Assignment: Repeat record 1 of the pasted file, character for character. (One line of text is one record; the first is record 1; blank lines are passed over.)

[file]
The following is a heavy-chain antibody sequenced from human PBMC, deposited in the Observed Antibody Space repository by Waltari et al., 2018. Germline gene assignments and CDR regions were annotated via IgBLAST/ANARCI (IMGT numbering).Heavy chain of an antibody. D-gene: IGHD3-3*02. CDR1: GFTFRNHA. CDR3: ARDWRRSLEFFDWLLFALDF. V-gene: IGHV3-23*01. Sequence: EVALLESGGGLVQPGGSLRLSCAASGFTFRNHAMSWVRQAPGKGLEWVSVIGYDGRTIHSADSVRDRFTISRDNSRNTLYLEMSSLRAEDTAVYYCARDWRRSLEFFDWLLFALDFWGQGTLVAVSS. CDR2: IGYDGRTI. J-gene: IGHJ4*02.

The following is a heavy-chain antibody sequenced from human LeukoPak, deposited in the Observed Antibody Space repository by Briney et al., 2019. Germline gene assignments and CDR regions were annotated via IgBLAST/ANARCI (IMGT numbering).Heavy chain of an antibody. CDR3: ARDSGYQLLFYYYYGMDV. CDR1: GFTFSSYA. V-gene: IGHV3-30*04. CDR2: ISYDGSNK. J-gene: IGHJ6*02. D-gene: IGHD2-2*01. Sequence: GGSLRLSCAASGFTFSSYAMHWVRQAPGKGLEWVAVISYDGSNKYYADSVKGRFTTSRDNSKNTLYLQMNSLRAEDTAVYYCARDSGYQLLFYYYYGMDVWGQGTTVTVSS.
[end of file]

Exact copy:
The following is a heavy-chain antibody sequenced from human PBMC, deposited in the Observed Antibody Space repository by Waltari et al., 2018. Germline gene assignments and CDR regions were annotated via IgBLAST/ANARCI (IMGT numbering).Heavy chain of an antibody. D-gene: IGHD3-3*02. CDR1: GFTFRNHA. CDR3: ARDWRRSLEFFDWLLFALDF. V-gene: IGHV3-23*01. Sequence: EVALLESGGGLVQPGGSLRLSCAASGFTFRNHAMSWVRQAPGKGLEWVSVIGYDGRTIHSADSVRDRFTISRDNSRNTLYLEMSSLRAEDTAVYYCARDWRRSLEFFDWLLFALDFWGQGTLVAVSS. CDR2: IGYDGRTI. J-gene: IGHJ4*02.